Check with your bank to determine if it offers access to credit reports as a free service to customers.
If you need additional help to sort through the situation or get more information about protection, contact the Identity Theft Resource Center (ITRC) at 1-888-400-5530 or visit https://www.idtheftcenter.org/. ITRC is a nonprofit, nationally respected organization dedicated exclusively to the understanding and prevention of identity theft. The ITRC provides victim and consumer support.
Hiring In-Home Services
When you hire an individual or company to come onto your property or into your home, you assume a certain amount of risk, as does the person hired. There are many issues, including liability for damage to your property, liability for injury to the worker, potential for scams, and payment of Social Security taxes.
When needing home repairs, ask friends for referrals, check listings in the Yellow Pages, or online contractor comparison sites like AngiesList.com or HomeAdvisor.com. (Be sure to read reviews and do additional research when hiring someone recommended online). Be extremely wary of unsolicited offers for home repair or improvement, especially if someone arrives uninvited and offers a bargain. Get an estimate from more than one business; ask about senior discounts; and secure an agreement in writing. You also can ask Legal Aid of East Tennessee to review a contract before you sign it; the agency’s help is free to seniors.
Questions to Ask Before Hiring Someone To Come Onto Your Property or Into Your Home
- Who will do the work? Does the company use employees or subcontractors?
- Who supervises the employees or subcontractors?
- Does the individual or company have experience? What type? How long has the individual or company done this kind of work?
- What background checks are done by the company?
- What is the company’s policy on hiring employees or subcontractors with a criminal record? Companies can run a police background check, but may not have a policy against hiring someone with a criminal record.
- Does the individual or company have a business license or other appropriate license? Is it current? Is the license held in Knoxville/Knox County, or elsewhere?
- Is the individual or company accredited by a governing agency?
- Does the individual or company have workers’ compensation insurance? Is it current?
- Has the individual or company paid an insurance bond?
- If the company uses subcontractors, does the subcontractor have a license? What about workers’ compensation insurance? Has the subcontractor paid an insurance bond?
- Have any complaints against the individual or company been filed with the Better Business Bureau, the Tennessee Division of Consumer Affairs, or any applicable licensing board?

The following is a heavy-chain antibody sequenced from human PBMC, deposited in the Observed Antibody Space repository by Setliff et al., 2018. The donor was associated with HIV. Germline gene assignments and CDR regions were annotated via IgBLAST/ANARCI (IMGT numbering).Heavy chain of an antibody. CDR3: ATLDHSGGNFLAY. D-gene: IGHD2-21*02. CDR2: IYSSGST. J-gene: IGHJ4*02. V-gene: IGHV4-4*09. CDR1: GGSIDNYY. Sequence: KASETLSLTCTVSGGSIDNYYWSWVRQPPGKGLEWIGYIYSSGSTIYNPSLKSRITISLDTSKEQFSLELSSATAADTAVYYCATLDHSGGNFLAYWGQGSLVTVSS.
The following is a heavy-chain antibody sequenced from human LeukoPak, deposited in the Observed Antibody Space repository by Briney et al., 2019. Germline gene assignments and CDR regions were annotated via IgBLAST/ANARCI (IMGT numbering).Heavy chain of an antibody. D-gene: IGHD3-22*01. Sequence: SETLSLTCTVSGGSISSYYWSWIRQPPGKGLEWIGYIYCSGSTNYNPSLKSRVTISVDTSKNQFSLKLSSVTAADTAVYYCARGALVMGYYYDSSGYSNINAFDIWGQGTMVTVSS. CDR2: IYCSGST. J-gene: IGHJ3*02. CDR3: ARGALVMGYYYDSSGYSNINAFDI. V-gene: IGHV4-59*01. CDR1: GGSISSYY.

- Can the individual or company provide references along with contact information?
- What work or services will be provided?
- When will the work or services start and end?
- How much will the work or services cost? What is the payment schedule? Does the individual or company accept checks or money orders so payments can be documented? Is any money required upfront? Is that payment refundable?
- Finally, ask for a detailed contract that covers the work or services to be done, any materials that will be used, cost and payment schedule, and start/end dates.
NOTE: If you hire someone to work in your home, you may be responsible for Social Security and Medicare taxes. You must pay those taxes if you are an “employer” who has the right to tell the worker when, where, and how to do the work.
Protecting Medicare’s trust funds to ensure availability of future benefits is a priority for our government. Detecting and deterring Medicare fraud requires the active help of every beneficiary. The Centers for Medicare & Medicaid Services (CMS) suggests:
- Medicare will NEVER call or come to your home. Do not speak to anyone who initiates contact by phone or home visit and claims to represent Medicare. Call law enforcement to report the incident.
- Never give your Medicare number to anyone over the phone or whom you don’t know if you did not initiate the contact. Do not send it over the Internet, except to secure, encrypted sites such as Social Security’s and Medicare’s official websites. If in doubt, don’t do it.
- Check your Medicare Summary Notice (MSN) or report from your Medigap company to be sure you received the medical service listed.
- Be suspicious of companies that offer “free” medical equipment or waiver of your copayment.
- Beware of health-care providers/suppliers who use door-to-door or phone offers to sell goods and services.
- Beware of health-care providers who say they represent Medicare or a federal agency or use pressure tactics to get you to accept a service, product, or insurance.
- Beware of health-care providers who offer “free” screening tests at senior gatherings and ask for your Medicare number. If the services are free, they do not need your number.
In East Tennessee, free and confidential information and assistance are available to help you report suspected fraud, waste, and abuse. Call the East Tennessee Area Agency on Aging & Disability (page 114) and ask about the Tennessee Senior Medicare Patrol Project (SMP).
Call the appropriate agency for Medicare Part A or B to report possible fraud.